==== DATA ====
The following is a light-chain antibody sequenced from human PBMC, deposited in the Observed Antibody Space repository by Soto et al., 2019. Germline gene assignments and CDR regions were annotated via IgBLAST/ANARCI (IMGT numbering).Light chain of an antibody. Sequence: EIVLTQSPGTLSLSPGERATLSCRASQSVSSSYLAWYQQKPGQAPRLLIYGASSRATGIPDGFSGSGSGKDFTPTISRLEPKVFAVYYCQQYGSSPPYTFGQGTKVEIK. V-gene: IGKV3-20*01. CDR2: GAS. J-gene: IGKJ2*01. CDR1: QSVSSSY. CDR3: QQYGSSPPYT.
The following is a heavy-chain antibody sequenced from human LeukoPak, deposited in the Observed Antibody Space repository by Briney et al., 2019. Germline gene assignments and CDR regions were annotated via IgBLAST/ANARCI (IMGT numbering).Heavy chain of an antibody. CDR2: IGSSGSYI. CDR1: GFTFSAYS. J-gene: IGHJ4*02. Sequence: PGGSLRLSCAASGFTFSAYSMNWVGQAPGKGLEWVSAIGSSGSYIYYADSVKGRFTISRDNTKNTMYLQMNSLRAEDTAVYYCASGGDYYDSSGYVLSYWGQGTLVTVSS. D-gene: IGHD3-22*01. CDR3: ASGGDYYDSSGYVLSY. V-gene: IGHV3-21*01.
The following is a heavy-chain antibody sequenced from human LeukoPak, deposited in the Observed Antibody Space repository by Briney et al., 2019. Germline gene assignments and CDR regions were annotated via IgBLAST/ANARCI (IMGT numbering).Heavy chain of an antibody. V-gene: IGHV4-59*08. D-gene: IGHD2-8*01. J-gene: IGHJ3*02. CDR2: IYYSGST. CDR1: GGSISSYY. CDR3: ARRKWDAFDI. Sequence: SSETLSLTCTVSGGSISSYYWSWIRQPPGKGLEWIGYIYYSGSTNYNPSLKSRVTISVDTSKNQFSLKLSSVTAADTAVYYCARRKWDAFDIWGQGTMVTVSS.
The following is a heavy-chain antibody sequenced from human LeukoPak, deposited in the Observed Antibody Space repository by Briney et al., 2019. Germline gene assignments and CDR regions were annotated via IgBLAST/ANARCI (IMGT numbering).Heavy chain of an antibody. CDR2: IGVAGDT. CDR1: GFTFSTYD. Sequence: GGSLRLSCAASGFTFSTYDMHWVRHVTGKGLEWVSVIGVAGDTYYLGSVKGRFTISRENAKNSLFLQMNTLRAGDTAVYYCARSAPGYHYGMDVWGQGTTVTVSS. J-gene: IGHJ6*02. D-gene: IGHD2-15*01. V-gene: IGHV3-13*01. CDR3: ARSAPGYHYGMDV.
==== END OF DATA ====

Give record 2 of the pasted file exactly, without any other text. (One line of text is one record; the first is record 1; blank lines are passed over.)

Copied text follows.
The following is a heavy-chain antibody sequenced from human LeukoPak, deposited in the Observed Antibody Space repository by Briney et al., 2019. Germline gene assignments and CDR regions were annotated via IgBLAST/ANARCI (IMGT numbering).Heavy chain of an antibody. CDR2: IGSSGSYI. CDR1: GFTFSAYS. J-gene: IGHJ4*02. Sequence: PGGSLRLSCAASGFTFSAYSMNWVGQAPGKGLEWVSAIGSSGSYIYYADSVKGRFTISRDNTKNTMYLQMNSLRAEDTAVYYCASGGDYYDSSGYVLSYWGQGTLVTVSS. D-gene: IGHD3-22*01. CDR3: ASGGDYYDSSGYVLSY. V-gene: IGHV3-21*01.